We were having such a great time dancing and hanging out with our new friends that we lost all track of time and didn’t end up leaving the club until almost 4 am. Since we had followed our newfound Aussie friends to the club, we didn’t really recognize where we were once we exited. Luckily the Maryland guy was still with us, and he was able to point us in the right direction. Before we parted ways with our Maryland Melbourne friend we went into a 7-11 and each got a maxibon man chew ice cream bar. This is basically a thicker crunch bar without a stick but the commercials they run for them are so outrageous. Watch this and you will understand:

Jordan and Seth giving their jaw muscles a work out

So we all had one and made all sorts of cracks about our jaw muscles getting bigger. Once we had finished our ice cream we parted ways with the Maryland guy who was able to point us in the direction of our hostel. We were all more than happy to crawl into bed, but not before setting an alarm for 9am since we had to be checked out by 10 in order to avoid getting charged for another day. It was a slow day wandering through Melbourne followed by a wild night out.

Living it up in Melbourne

A Flight to Melbourne, A Drive On The Great Ocean Road

Monday, April 4th, 2011

After class ended on Thursday I frittered away the afternoon until I realized I had a plane to catch at 10pm and frantically packed at the last minute and met up with Lyndsay, Seth and Jordan to fly to Melbourne for the weekend. We flew with a small company that is a subset of Quantas called Jet Star. It is a budget airline, and we got a roundtrip ticket to Melbourne (pronounced Mel-bin) for under $200, which is pretty awesome. Our flight left Sydney at 9:50 and the flight time was about an hour and ten minutes, putting us at Avalon Airport in Melbourne around 11 pm. The airport we flew into I don’t really feel justified in calling an airport. Really it was more of a very large shed with a parking lot for airplanes. It was a budget airport, which means there were only four terminals, the parking lot was gravel, the boarding passes were printed on the paper they use for receipts, there was only one food option inside, and it was located 45 minutes outside of the city so once we landed we had to get a bus into Melbourne. But hey, it was cheap!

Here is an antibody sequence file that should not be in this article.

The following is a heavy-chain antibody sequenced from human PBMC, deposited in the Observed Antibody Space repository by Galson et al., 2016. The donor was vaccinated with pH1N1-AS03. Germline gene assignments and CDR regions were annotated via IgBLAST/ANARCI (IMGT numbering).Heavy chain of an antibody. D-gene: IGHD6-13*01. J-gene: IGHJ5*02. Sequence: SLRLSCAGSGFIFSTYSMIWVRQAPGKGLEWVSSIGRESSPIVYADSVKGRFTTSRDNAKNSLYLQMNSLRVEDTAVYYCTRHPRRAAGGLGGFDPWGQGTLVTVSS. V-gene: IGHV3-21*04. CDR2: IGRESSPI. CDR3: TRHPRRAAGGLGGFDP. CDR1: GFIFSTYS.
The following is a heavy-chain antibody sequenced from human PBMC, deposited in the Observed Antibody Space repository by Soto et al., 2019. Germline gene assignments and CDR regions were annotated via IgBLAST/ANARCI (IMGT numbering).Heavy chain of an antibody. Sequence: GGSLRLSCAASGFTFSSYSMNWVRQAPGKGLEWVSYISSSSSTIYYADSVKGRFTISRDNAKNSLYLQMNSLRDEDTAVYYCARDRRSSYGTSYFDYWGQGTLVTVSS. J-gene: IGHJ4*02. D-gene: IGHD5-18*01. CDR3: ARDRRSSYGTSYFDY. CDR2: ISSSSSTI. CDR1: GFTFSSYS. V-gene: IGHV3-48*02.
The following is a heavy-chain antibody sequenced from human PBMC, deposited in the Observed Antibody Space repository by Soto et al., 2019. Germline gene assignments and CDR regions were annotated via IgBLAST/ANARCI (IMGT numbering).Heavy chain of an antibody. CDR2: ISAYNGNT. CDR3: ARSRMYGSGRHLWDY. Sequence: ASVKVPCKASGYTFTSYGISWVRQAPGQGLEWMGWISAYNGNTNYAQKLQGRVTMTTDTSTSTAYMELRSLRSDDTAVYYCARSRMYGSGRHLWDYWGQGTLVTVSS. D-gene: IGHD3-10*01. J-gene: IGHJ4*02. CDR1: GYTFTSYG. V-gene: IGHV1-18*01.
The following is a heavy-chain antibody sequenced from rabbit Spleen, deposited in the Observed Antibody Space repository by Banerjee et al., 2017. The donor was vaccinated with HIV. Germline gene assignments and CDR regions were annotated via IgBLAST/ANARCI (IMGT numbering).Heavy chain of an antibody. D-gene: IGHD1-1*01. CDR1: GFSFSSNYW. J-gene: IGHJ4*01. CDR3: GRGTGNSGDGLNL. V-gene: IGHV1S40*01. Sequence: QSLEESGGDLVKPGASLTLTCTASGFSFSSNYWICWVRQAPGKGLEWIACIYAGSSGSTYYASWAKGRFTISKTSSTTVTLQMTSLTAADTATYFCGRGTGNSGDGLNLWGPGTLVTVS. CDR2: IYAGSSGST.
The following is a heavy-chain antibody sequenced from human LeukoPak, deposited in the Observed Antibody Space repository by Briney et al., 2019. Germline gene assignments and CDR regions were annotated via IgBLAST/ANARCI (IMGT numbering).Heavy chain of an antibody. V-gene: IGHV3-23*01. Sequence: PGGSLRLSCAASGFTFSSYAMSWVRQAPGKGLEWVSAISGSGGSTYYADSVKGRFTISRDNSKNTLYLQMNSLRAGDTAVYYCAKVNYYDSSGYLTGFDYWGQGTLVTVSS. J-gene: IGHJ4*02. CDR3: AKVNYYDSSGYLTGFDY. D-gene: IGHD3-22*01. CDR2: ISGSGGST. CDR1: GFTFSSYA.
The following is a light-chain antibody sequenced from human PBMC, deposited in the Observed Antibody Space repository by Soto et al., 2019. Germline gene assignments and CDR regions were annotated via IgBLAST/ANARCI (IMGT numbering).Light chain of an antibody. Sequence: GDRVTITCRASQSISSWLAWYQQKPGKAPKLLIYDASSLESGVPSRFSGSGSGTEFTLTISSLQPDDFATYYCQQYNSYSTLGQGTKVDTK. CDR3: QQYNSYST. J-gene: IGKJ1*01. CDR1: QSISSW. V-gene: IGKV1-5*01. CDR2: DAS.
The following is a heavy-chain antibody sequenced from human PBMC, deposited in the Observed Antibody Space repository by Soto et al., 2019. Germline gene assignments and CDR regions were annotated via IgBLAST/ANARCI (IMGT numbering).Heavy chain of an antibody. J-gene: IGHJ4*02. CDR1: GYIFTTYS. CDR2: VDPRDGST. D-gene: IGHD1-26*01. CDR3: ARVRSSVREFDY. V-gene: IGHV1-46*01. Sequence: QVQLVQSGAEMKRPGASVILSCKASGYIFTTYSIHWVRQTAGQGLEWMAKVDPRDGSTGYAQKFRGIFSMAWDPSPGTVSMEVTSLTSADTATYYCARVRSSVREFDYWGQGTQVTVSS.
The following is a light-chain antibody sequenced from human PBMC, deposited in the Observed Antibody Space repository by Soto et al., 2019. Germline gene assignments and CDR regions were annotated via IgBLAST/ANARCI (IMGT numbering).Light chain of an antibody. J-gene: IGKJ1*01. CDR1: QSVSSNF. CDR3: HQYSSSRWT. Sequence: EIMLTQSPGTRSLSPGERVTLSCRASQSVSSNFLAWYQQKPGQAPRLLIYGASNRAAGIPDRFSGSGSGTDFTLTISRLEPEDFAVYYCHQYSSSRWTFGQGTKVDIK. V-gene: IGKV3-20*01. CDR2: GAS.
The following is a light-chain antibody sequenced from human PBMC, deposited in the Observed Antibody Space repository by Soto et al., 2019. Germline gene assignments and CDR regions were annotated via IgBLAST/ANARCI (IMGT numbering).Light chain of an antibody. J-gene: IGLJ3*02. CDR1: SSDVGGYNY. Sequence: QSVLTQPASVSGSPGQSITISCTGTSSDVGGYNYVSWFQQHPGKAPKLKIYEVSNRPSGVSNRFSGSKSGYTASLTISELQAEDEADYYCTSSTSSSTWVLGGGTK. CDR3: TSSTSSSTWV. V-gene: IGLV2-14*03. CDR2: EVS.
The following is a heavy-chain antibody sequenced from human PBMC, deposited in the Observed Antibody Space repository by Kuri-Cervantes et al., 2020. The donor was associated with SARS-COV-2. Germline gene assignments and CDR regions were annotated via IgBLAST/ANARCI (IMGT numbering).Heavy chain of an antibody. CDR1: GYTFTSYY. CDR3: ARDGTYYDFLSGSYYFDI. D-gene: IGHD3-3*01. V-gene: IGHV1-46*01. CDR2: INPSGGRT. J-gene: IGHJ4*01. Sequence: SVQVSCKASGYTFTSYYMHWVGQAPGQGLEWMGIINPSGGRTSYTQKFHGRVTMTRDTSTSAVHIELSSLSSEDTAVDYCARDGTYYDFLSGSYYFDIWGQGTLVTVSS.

Once we actually got into the city we walked from southern cross station to our hostel, which was called Nomads. We had booked ahead of time, and the four of us were sharing a room with four bunk beds and our own bathroom, we were lucky to get this because rooms can sometimes have 10-20 beds to one bathroom. We plopped our stuff down and then went out in search of food and an ATM because were going on a bus tour of the great ocean road the following morning at 7:30 am and had to pay in cash. Melbourne around 1 am on a friday morning is a ghost town. It might have just been the area we were in, but things were eerily dead. There seemed to be a lot more chain restaurants in Melbourne though. 7-11s were on just about every corner, along with McDonalds, Subways and a sprinkling of Starbucks. Once we had eaten and gotten money we crashed because we had to be up in about four hours.